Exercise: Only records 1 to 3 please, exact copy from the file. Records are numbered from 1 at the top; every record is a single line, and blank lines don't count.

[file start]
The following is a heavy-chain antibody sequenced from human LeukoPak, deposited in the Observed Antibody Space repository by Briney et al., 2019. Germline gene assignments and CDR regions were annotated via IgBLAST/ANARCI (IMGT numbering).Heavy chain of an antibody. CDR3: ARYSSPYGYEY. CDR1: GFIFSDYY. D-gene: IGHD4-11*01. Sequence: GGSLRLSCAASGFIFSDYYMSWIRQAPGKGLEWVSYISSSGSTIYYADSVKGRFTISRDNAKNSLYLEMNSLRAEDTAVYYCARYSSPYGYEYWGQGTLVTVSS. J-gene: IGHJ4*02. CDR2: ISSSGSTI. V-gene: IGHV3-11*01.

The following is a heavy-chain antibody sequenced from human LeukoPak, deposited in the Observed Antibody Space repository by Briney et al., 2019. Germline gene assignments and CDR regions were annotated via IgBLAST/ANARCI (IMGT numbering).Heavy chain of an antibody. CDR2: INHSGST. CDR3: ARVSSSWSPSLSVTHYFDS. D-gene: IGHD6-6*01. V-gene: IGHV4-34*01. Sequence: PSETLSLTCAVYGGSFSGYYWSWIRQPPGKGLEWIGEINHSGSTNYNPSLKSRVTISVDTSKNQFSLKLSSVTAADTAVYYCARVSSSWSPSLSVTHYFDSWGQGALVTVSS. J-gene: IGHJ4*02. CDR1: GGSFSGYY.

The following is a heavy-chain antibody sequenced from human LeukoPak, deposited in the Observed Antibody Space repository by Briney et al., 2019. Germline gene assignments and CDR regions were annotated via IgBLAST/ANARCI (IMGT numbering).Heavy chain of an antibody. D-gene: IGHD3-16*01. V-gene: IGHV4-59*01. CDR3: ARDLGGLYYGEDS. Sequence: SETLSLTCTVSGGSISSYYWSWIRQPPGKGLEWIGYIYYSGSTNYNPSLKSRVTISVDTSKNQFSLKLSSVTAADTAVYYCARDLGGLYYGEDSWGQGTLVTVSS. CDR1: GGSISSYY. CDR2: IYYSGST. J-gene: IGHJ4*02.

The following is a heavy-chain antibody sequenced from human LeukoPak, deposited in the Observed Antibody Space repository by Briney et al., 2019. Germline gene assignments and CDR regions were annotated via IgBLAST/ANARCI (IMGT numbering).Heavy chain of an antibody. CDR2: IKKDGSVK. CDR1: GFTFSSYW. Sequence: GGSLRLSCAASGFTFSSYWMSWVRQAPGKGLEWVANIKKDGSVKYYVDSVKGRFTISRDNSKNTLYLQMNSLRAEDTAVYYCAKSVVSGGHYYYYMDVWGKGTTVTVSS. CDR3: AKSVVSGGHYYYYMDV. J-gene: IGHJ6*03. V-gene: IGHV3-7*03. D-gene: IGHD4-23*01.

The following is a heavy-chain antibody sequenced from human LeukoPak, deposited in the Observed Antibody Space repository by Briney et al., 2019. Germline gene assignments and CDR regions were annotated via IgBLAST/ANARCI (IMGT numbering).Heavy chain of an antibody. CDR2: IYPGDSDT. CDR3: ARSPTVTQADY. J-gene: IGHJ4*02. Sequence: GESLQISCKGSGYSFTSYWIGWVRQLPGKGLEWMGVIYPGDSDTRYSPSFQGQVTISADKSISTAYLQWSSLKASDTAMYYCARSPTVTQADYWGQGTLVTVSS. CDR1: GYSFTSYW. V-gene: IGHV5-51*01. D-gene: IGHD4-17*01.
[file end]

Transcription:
The following is a heavy-chain antibody sequenced from human LeukoPak, deposited in the Observed Antibody Space repository by Briney et al., 2019. Germline gene assignments and CDR regions were annotated via IgBLAST/ANARCI (IMGT numbering).Heavy chain of an antibody. CDR3: ARYSSPYGYEY. CDR1: GFIFSDYY. D-gene: IGHD4-11*01. Sequence: GGSLRLSCAASGFIFSDYYMSWIRQAPGKGLEWVSYISSSGSTIYYADSVKGRFTISRDNAKNSLYLEMNSLRAEDTAVYYCARYSSPYGYEYWGQGTLVTVSS. J-gene: IGHJ4*02. CDR2: ISSSGSTI. V-gene: IGHV3-11*01.

The following is a heavy-chain antibody sequenced from human LeukoPak, deposited in the Observed Antibody Space repository by Briney et al., 2019. Germline gene assignments and CDR regions were annotated via IgBLAST/ANARCI (IMGT numbering).Heavy chain of an antibody. CDR2: INHSGST. CDR3: ARVSSSWSPSLSVTHYFDS. D-gene: IGHD6-6*01. V-gene: IGHV4-34*01. Sequence: PSETLSLTCAVYGGSFSGYYWSWIRQPPGKGLEWIGEINHSGSTNYNPSLKSRVTISVDTSKNQFSLKLSSVTAADTAVYYCARVSSSWSPSLSVTHYFDSWGQGALVTVSS. J-gene: IGHJ4*02. CDR1: GGSFSGYY.

The following is a heavy-chain antibody sequenced from human LeukoPak, deposited in the Observed Antibody Space repository by Briney et al., 2019. Germline gene assignments and CDR regions were annotated via IgBLAST/ANARCI (IMGT numbering).Heavy chain of an antibody. D-gene: IGHD3-16*01. V-gene: IGHV4-59*01. CDR3: ARDLGGLYYGEDS. Sequence: SETLSLTCTVSGGSISSYYWSWIRQPPGKGLEWIGYIYYSGSTNYNPSLKSRVTISVDTSKNQFSLKLSSVTAADTAVYYCARDLGGLYYGEDSWGQGTLVTVSS. CDR1: GGSISSYY. CDR2: IYYSGST. J-gene: IGHJ4*02.